Productivity Incentives

Words: Damian Lang

Words: Damian Lang
Photo: Hill Masonry Inc.

Incentive programs are powerful tools to motivate and engage employees. They serve to incentivize them toward top performance. However, they only work if they are easy to understand, properly communicated, and backed by the integrity of the company.

During an interview with a candidate for one of our management positions, I inquired why he quit his last job. His explanation was simple: His boss promised a year-end bonus of $10,000 but only awarded him $6,000. His response is not unique. I recently spoke with a man who left his job and took a position paying $30,000 less annually because after working his tail off, he could not get an explanation why his annual bonus was smaller than the one he previously received.

To motivate employees, business leaders sometimes make vague commitments. However, when the dynamics of the situation unexpectedly change for one reason or another, they may be unable to follow through on their promise. As a result, there is distrust on the employee’s part. An otherwise good relationship has soured which, like the two examples above, can lead to the loss of a valuable member of the company.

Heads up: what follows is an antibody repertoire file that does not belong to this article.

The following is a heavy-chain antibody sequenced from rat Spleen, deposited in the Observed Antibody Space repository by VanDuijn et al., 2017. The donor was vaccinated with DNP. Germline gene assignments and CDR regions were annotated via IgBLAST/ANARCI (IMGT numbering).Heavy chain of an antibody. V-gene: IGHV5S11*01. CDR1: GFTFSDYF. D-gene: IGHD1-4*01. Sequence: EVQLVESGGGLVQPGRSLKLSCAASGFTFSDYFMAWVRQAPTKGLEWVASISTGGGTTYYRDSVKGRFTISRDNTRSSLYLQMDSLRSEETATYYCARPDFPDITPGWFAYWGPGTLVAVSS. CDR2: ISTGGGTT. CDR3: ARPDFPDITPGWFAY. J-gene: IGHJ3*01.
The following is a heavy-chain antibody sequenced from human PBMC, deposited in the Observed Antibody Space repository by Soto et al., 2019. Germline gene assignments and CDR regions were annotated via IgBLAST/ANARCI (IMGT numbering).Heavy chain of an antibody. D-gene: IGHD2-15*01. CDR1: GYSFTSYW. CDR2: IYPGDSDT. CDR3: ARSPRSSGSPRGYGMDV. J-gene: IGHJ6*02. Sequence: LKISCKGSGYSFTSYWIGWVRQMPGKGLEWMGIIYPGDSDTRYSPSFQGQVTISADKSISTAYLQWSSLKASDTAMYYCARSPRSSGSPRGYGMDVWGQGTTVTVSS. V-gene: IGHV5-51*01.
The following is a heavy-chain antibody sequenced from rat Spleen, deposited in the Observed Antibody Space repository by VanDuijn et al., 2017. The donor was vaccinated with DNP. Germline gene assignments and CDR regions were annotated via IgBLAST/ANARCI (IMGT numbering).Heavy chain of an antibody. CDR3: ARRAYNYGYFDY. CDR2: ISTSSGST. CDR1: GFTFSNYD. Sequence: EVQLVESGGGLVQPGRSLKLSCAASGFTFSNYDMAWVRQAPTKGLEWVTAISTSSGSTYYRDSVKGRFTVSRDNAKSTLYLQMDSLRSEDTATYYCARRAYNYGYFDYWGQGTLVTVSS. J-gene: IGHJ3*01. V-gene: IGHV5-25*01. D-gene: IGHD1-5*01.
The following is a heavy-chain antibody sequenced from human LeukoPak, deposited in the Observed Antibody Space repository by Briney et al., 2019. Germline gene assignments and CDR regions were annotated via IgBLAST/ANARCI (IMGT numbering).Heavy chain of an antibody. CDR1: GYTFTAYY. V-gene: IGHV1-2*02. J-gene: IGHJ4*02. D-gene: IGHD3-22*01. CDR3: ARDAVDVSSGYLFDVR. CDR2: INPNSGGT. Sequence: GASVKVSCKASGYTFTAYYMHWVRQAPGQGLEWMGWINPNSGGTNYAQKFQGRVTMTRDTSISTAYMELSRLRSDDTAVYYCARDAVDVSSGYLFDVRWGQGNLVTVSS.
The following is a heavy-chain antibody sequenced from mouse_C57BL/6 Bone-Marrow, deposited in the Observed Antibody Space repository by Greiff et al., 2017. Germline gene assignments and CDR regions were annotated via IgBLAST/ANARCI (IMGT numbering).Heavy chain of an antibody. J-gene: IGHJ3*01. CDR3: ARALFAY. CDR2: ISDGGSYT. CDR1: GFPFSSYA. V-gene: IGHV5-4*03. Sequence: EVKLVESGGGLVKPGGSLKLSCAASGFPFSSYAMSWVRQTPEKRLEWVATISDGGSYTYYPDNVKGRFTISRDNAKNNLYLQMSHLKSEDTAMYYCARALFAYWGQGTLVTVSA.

With our companies, it is important that our employees understand what we are doing. I intentionally call our plans incentives instead of bonuses. The word bonus typically implies an unexpected gift. An unexpected gift may motivate someone short-term, but with no clear metrics as to what the extra pay is based on, future bonuses must be the same or more to continue to motivate employees. An incentive is something given based on clearly laid out objectives. It encourages behavior that helps the company accomplish its goals while ultimately resulting in a benefit for the employee. Employees do not mind sharing in good times and bad if they clearly understand why their incentive amount has changed. 

We utilize incentives at all our companies and over the years, we have tried a variety of plans. In fact, in 2004, I compiled my knowledge on the subject and wrote, “RACE—Rewarding and Challenging Employees for Profits in Masonry.” That year our total sales were $11 million. Incentives are part of our business plan because when administered properly, they work. This year we anticipate our combined business sales to exceed $150 million with a lot of happy people that benefited from that growth together. While I credit ownership sharing (which is an incentive plan in itself) as a huge factor in our success, our incentive plans are equally important in contributing to our overall growth and income.

Our incentive plans are not complicated and, quite honestly, have not changed significantly since I wrote my book 18 years ago. For every incentive plan we implement, we explain to the employees that if it does not work the way it was designed to, we will make changes. Or, if needed, we will create a completely new plan. Then, when the incentives are distributed during the quarterly meeting, we listen to the concerns of the employees. Our goal is to keep communication lines open as to how their incentive plans work. We let them know our goal is to ensure the plan is mutually beneficial to all parties. 

For our management staff, truck drivers, mechanics, and basically everyone except our field workers: